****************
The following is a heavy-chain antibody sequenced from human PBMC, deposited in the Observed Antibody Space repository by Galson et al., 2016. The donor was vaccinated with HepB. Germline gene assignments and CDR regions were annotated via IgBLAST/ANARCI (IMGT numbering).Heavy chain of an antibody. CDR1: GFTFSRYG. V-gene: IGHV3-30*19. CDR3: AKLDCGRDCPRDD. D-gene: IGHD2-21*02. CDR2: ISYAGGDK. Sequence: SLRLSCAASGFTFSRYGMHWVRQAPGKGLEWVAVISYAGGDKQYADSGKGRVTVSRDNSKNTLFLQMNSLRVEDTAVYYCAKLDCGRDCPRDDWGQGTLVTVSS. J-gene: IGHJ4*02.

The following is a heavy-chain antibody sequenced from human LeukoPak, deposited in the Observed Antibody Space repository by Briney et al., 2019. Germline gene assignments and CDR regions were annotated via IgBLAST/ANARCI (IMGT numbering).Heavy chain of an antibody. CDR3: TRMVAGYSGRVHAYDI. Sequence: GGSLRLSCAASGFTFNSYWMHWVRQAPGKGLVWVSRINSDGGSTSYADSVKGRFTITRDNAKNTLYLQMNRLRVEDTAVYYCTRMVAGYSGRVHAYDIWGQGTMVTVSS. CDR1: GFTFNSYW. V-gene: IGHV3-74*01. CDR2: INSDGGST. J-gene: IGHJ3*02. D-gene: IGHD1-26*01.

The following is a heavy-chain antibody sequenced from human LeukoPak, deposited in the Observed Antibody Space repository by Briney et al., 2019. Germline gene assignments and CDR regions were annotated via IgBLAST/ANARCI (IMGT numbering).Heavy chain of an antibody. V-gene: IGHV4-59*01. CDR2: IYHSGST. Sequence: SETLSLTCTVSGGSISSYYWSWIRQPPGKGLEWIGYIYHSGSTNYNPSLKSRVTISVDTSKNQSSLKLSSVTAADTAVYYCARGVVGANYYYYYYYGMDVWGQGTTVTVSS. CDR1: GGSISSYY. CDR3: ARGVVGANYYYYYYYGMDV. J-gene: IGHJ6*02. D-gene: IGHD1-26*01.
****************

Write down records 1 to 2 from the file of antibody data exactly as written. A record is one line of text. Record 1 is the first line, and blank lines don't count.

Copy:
The following is a heavy-chain antibody sequenced from human PBMC, deposited in the Observed Antibody Space repository by Galson et al., 2016. The donor was vaccinated with HepB. Germline gene assignments and CDR regions were annotated via IgBLAST/ANARCI (IMGT numbering).Heavy chain of an antibody. CDR1: GFTFSRYG. V-gene: IGHV3-30*19. CDR3: AKLDCGRDCPRDD. D-gene: IGHD2-21*02. CDR2: ISYAGGDK. Sequence: SLRLSCAASGFTFSRYGMHWVRQAPGKGLEWVAVISYAGGDKQYADSGKGRVTVSRDNSKNTLFLQMNSLRVEDTAVYYCAKLDCGRDCPRDDWGQGTLVTVSS. J-gene: IGHJ4*02.

The following is a heavy-chain antibody sequenced from human LeukoPak, deposited in the Observed Antibody Space repository by Briney et al., 2019. Germline gene assignments and CDR regions were annotated via IgBLAST/ANARCI (IMGT numbering).Heavy chain of an antibody. CDR3: TRMVAGYSGRVHAYDI. Sequence: GGSLRLSCAASGFTFNSYWMHWVRQAPGKGLVWVSRINSDGGSTSYADSVKGRFTITRDNAKNTLYLQMNRLRVEDTAVYYCTRMVAGYSGRVHAYDIWGQGTMVTVSS. CDR1: GFTFNSYW. V-gene: IGHV3-74*01. CDR2: INSDGGST. J-gene: IGHJ3*02. D-gene: IGHD1-26*01.